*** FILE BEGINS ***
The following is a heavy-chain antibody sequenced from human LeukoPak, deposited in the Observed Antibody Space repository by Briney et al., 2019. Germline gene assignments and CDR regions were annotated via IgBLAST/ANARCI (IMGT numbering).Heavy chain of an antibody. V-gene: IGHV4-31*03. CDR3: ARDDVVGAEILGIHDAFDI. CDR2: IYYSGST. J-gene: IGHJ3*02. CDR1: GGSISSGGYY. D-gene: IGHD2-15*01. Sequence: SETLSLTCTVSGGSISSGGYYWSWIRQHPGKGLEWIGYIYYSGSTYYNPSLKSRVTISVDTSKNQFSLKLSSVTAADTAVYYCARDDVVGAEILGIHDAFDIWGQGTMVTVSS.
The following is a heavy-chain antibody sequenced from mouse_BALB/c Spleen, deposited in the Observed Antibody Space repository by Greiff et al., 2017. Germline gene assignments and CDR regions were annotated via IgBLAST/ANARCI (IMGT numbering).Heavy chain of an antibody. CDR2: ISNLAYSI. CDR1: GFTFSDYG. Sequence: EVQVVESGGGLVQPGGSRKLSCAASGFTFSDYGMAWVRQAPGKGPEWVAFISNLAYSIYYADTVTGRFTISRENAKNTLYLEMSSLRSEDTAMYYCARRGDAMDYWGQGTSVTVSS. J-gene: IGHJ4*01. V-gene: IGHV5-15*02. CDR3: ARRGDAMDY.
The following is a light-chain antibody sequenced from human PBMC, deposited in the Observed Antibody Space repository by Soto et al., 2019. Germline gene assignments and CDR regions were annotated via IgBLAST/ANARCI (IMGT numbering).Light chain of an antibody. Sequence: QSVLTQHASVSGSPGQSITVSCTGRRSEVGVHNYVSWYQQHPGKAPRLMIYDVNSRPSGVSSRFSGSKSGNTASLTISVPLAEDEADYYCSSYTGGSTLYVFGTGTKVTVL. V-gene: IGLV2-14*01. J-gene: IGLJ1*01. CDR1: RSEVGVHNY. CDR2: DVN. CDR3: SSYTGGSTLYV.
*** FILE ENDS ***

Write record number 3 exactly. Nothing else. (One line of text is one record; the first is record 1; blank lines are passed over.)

The following is a light-chain antibody sequenced from human PBMC, deposited in the Observed Antibody Space repository by Soto et al., 2019. Germline gene assignments and CDR regions were annotated via IgBLAST/ANARCI (IMGT numbering).Light chain of an antibody. Sequence: QSVLTQHASVSGSPGQSITVSCTGRRSEVGVHNYVSWYQQHPGKAPRLMIYDVNSRPSGVSSRFSGSKSGNTASLTISVPLAEDEADYYCSSYTGGSTLYVFGTGTKVTVL. V-gene: IGLV2-14*01. J-gene: IGLJ1*01. CDR1: RSEVGVHNY. CDR2: DVN. CDR3: SSYTGGSTLYV.